Uruguay 5: San Gregorio de Polanco – an artists canvas

San Gregorio de Polanco is known for its mural paintings - a drab town found a good way of looking bright. San Gregorio de Polanco in Uruguay-19 Unser nächster Abstecher führt uns in ein Städtchen mit besonderem Charakter - viel Wandmalerei an alten Hauswänden. Es gibt diesem Dorf eine besondere Note und lädt ein, dort zu verweilen - zumal es eine gute Campingstelle direkt am Rio Negro gibt.  Once a year artists come to town to decorate more of it - it remains to see what effect this will have over the years. Different art styles keep it interesting and you never know what awaits you next. We enjoyed the ocean/river pollution mural which we have chosen as the lead picture.
Covers 20-21May 2016

Uruguay 4: The Hinterland and the forgotten railway town

Travelling through Uruguay and crossing the Rio Negro. Along the coast of Uruguay-119 Wir fahren durch Uruguay und treffen Burkhardt und Anke Schleicher aus Namibia, welche in diesem Land eine neue Existenz auf der Farm Fortaleza aufgebaut haben. Es ist ein gute Gelegenheit, viel über das Land zu erfahren und warum ihre Farm als "suizo"(dreckig) bezeichnet wird, nur weil sie naturbelassen ist, während in Uruguay alle Flora für die Rinderzüchtung gerodet wird, damit möglichst viel Weideland entsteht. Resultat: optisch ein recht langweilig wirkendendes Flachland. From the coast we travelled to visit the farm Fortaleza, owned by emigrant farmers from Namibia. Here we learned more about cattle ranching in Uruguay, producing of the world's best beef and the stark contrast to Namibia where a farm 20 times the size would be required to produce the same amount of beef due to the high rainfall in Uruguay. Temperatures were a low 4 deg C in the morning. Anke and Burkhardt provided us tipps which route to travel onwards to the somewhat forgotten railroad town of Jose Battle y Ordonez with the Station Nico Perez (a living museum as there are still rail activities happening there), on via Sarandi de Yi and then crossing the Rio Negro by ferry to reach San Gregorio de Polanco. On the way we see some Gauchos, however these days more on bikes than on horses.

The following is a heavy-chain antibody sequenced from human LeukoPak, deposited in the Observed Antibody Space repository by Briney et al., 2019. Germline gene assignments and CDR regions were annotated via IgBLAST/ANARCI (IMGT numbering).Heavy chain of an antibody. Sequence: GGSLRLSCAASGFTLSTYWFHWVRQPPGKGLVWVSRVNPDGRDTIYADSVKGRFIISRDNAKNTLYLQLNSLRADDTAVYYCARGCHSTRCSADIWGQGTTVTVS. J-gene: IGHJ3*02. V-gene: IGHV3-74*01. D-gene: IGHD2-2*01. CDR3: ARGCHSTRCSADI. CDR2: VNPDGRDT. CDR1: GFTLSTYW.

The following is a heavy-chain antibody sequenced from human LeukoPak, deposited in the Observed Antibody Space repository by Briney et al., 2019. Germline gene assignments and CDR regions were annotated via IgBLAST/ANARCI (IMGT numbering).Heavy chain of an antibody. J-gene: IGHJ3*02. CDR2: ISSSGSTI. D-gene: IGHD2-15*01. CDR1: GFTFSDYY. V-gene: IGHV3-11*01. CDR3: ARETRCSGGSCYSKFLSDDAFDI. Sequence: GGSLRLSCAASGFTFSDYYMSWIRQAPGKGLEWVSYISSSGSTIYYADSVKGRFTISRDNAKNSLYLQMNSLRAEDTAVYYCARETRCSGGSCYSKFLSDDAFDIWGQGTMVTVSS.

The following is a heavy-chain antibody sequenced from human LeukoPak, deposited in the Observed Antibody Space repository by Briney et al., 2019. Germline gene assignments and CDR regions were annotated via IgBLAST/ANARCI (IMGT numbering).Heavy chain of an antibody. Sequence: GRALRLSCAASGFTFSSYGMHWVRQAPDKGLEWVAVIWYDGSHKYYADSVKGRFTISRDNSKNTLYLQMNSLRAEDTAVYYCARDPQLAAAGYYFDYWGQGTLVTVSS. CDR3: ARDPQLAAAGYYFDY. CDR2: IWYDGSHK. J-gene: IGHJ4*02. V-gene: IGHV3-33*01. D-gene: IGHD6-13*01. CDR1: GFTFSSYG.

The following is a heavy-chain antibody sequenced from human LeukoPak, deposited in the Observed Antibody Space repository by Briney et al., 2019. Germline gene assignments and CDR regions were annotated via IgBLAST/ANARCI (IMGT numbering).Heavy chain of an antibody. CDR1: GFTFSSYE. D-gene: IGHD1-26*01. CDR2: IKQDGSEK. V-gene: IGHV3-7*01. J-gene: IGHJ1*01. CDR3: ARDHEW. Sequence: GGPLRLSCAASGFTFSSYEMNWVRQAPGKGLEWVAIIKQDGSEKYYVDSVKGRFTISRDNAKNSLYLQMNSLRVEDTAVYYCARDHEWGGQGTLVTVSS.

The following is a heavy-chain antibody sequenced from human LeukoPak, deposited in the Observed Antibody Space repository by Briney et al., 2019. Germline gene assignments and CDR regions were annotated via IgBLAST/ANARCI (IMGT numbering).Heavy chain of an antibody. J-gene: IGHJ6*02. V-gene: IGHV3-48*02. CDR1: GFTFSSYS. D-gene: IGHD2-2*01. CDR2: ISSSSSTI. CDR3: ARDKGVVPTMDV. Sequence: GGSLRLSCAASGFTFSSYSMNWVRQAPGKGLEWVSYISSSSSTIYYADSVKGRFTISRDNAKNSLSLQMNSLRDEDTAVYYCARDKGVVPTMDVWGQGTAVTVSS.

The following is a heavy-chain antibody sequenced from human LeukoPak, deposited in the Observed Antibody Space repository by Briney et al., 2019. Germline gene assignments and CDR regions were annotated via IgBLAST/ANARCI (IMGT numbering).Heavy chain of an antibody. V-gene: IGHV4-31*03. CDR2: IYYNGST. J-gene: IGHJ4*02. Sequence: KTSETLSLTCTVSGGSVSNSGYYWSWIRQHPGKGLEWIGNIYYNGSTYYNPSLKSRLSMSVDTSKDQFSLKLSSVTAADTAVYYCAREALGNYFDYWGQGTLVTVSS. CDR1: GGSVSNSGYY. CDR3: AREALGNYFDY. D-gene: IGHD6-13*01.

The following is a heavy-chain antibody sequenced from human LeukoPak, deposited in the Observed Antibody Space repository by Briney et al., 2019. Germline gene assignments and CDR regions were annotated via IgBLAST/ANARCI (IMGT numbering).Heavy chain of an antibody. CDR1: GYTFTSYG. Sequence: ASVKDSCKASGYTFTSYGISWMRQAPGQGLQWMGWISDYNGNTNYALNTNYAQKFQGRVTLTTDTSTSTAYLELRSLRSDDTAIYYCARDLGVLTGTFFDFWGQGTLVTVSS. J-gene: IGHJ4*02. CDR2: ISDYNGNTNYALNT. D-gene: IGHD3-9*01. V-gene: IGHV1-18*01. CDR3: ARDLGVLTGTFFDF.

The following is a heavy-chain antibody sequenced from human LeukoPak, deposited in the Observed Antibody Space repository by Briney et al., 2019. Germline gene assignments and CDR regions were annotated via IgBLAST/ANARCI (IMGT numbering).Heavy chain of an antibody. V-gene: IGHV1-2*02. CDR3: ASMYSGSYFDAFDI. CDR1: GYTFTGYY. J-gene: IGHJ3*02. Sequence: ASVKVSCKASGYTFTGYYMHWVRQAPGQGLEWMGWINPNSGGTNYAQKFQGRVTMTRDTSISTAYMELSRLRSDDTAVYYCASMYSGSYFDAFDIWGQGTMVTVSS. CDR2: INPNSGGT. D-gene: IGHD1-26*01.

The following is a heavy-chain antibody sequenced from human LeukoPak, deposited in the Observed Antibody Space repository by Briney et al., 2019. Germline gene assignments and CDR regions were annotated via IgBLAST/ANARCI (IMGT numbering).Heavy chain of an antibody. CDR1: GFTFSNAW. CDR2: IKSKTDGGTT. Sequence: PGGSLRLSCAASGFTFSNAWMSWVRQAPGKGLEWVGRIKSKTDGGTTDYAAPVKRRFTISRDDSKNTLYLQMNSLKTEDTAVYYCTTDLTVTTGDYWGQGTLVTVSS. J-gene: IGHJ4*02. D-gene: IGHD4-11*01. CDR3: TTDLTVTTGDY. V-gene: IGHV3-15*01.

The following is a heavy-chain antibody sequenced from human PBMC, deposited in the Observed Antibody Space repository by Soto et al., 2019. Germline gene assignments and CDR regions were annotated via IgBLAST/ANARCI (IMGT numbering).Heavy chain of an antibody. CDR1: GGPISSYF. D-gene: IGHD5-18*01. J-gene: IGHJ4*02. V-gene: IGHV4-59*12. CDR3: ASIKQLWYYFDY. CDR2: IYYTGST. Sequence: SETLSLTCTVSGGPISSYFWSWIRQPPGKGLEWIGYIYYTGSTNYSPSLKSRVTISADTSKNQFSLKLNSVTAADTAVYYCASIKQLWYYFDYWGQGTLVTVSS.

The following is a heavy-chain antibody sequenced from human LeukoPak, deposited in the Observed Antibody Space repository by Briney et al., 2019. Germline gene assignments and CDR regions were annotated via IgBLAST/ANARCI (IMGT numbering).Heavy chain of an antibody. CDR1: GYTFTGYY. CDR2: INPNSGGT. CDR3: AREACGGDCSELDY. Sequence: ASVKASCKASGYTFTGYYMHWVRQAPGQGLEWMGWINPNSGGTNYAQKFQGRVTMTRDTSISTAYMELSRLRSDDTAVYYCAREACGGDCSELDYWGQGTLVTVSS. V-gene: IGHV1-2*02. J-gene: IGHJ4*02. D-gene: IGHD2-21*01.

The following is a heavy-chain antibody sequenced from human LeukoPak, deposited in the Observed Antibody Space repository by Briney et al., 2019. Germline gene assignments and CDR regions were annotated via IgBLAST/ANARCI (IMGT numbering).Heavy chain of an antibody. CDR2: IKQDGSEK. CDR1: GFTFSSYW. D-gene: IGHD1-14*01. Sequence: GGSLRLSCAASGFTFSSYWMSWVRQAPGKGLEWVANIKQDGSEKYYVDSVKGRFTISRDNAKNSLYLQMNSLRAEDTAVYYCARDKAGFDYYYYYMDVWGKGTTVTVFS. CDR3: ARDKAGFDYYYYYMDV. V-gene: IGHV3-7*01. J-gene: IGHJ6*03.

This entry covers the period 18-20May 2016

Uruguay 3: Exploring the Coast of Uruguay

Along the coast of Uruguay-116 Wir fahren entlang der Küstenorte in Richtung des bekannten Ferienzieles Punta del Este. We drive through towns like La Paloma, Punta del Diablo,Aguas Dulces,past Fortaleza de Santa Teresa until we turn inland at La Coronilla. Under way we camp at Paraiso Suizo, a popular stopover for overlanders with Heinz and Sylvia being the hosts. Here many overlanders leave their vehicles while returning home (US$50 per month). Unfortunately we have a lot of rain and storms on this route and the Atlantic is brown and turbulent and kitesurfers have a field day.